|The map on the right shows an area which is approximately 6.5 km wide. That on the left shows main routes only on a small portion of the map on the right, just over 2 km wide. Nearly all the coloured lines show the positions of good quality cycle paths separated from the road. Almost all the minor streets which are not highlighted work as through roads by bike but not by car so these provide a tighter grid than is shown in the picture.|
One of the conclusions reached was that good quality cycle routes were of almost no use if they were not very close together. This conclusion appears on page 43 of the article referred to above (page 41 of the PDF file) where there is discussion of the result of building a few sparse high quality paths in 1975 in both Den Haag and Tilburg. The evaluation in 1981 were showed that these sparse cycle-paths had not significantly increased bicycle use. These paths were of good quality, acceptable even today, but because the grid was too sparse, they were too far from people's homes and destinations to be of use to everyone on all their journeys. It was concluded that good quality cycle paths should be a maximum of 500 m apart.
|Conceptual version of "The Grid".|
Primary red routes 500 m apart,
district routes in green and
neighbourhood in blue fill in gaps
The map at the top of this blog post comes from a presentation about plans for Assen given by the city architect on a recent Study Tour.
The left half of this map is a close up of Kloosterveen, a new housing development of 8000 homes which is being built on the west of the city outside the existing city boundary. This shows rough locations of just the primary-route cycle-paths through the suburb which provide access to schools, shops and other services as well as to the centre of the existing city and to the west to link up with villages and other towns. A new direct route to the city centre was built provided by 4 m wide cycle path and a 5 m wide bicycle road and over which the dual carriageway ring road was lifted on a new bridge. This attention to detail results in journeys from the new housing estate being quicker, more convenient, and more pleasant by bike than by car because there are no traffic lights on the route to the city centre by bicycle.
The right half of the image at the top of this post is a map of Assen and surroundings. In total the map covers an area about 6.5 km across, so you can see how closely packed these cycle paths are. Note that routes also go well outside the city, to all commuter villages around Assen and all the way to other cities such as Groningen 30 km directly North and Hoogeveen 40 km to the South.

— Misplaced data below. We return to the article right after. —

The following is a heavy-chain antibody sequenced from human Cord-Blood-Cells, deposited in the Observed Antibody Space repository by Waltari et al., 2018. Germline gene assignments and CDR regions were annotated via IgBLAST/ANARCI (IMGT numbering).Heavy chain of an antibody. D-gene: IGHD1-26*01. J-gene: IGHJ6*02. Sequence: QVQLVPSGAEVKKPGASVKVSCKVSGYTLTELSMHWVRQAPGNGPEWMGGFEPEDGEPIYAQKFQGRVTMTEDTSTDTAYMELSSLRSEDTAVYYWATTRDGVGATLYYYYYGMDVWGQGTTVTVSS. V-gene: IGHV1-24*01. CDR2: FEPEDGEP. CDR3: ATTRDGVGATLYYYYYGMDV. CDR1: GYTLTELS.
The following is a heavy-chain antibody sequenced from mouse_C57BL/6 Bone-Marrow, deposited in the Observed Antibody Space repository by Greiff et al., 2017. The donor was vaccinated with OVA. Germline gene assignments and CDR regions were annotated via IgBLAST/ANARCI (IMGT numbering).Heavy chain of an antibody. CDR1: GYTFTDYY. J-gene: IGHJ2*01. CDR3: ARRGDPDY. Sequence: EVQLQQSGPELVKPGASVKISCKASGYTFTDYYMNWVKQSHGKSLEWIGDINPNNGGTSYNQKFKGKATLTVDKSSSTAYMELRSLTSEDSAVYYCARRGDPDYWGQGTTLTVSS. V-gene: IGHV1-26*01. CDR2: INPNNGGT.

There is a requirement within Assen that primary cycle paths are never more than 750 m apart. They're usually much closer than that. However, all is not lost if you're riding on a secondary route as these are also of very good quality.
|Secondary cycle-route quality in Assen.|
Every area of the Netherlands has adopted similar guidelines. The grid of closely spaced high quality routes extends not just across one housing estate, not just across one city, not just to a few outlying developments of one city, but right across the entire country.
Unravelling of motor vehicle routes from bicycle routes has also resulted in a denser network of direct routes being available by bike than by car.
In practice this is how it works out for us: cycling from our home, in a culdesac we cycle not more than 200 m before we reach two different cycle paths which provide cycle routes to all locations. This is not remotely unusual, but rather what you'd expect for almost any residence in the Netherlands. See a video of one route from our home to the centre of the city.
Further posts show how the route from the new suburb was built and what it's like to ride from the centre of the city to Kloosterveen and a video showing the route from the shopping centre at Kloosterveen back to our home.